The real key to Google’s approach is Google’s own brand. The Nest WiFi maintains the company’s software look and feel. If you use a Pixel phone, or own another Google Home device, the Nest WiFi will seem familiar from the start.
Finally, a smarter implementation
There’s little love given to routers in general. Once they’re set up, they’re typically left hidden behind a cabinet or entertainment system and forgotten unless a problem arises. Here, the integration of Google Assistant with the Wi-Fi point shows the company embracing the multi-functional aspect of its devices.
Not only is the Wi-Fi point helpful in expanding coverage in the home, but it can be used to do all the same things as any of Google’s smart speakers. It essentially doubles as a Nest Mini speaker, allowing it to play music, access Google Assistant, and even control other connected smart home gadgets through voice actions.
Speaking of music, it’s a slight step up from the Nest Mini’s audio performance with the pronounced bass it pumps out, making it a smidgen more substantial and pleasing to the ear. Similar to the Nest Mini, proximity sensors can detect when you’re close, and will light up the LEDs on top of the unit. Even better, I like how the LED ring around the body lights up whenever you command the Google Assistant.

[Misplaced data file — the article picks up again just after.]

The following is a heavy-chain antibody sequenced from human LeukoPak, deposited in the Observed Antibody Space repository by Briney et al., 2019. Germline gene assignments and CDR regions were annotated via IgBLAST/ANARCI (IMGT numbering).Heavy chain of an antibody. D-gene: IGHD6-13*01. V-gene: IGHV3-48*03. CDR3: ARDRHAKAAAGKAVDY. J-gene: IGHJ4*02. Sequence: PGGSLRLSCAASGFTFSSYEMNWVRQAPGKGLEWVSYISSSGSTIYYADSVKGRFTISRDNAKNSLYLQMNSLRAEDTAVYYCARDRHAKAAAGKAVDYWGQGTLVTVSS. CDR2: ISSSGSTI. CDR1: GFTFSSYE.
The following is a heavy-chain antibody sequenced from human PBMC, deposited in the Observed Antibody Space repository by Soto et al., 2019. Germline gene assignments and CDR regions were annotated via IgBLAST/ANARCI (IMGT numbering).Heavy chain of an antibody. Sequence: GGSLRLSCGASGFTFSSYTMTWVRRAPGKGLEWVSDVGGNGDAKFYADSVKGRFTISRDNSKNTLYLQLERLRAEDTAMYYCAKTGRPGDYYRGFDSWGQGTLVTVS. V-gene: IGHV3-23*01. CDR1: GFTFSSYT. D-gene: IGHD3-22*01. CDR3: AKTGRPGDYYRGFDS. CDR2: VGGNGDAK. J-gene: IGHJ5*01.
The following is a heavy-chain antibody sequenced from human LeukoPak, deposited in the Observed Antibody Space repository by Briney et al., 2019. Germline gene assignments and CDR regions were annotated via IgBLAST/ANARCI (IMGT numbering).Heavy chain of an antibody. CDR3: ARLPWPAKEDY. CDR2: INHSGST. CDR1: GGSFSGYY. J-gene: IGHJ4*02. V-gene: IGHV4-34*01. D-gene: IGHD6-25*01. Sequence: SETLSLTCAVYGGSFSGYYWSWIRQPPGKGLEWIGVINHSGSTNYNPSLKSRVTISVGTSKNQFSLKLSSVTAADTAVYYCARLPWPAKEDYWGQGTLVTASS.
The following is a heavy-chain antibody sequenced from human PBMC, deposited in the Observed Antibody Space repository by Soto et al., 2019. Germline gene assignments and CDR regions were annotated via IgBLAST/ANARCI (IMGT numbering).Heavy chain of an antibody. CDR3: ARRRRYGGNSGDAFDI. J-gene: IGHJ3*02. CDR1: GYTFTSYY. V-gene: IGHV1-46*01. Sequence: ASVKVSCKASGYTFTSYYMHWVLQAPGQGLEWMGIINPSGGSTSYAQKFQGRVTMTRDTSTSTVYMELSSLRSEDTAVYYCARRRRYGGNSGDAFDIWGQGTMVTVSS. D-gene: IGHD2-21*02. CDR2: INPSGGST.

Mind you, it’s pricier at $150 a pop, versus a meager $50 for the Nest Mini. The Nest WiFi access point is router first, smart speaker second. Still, it’s nice to see it function as more than just an access point for a mesh network.
The pricing is on par to its rivals, seeing that add-on satellites for Netgear’s Orbi and Amazon’s Eero mesh systems have a similar MSRP. Letting the hardware double as a smart speaker gives Google’s offering more value.
Blanketing dead zones
I live in a small apartment that’s around 1,100 square feet, so my existing xFi Gateway manages to cover most places, though outlying areas can be spotty. The worst spots are in my bedroom and bathroom, where I tend to see weaker Wi-Fi connectivity, usually at around one or two bars. The signal needs to pass through a couple of walls and other obstructions.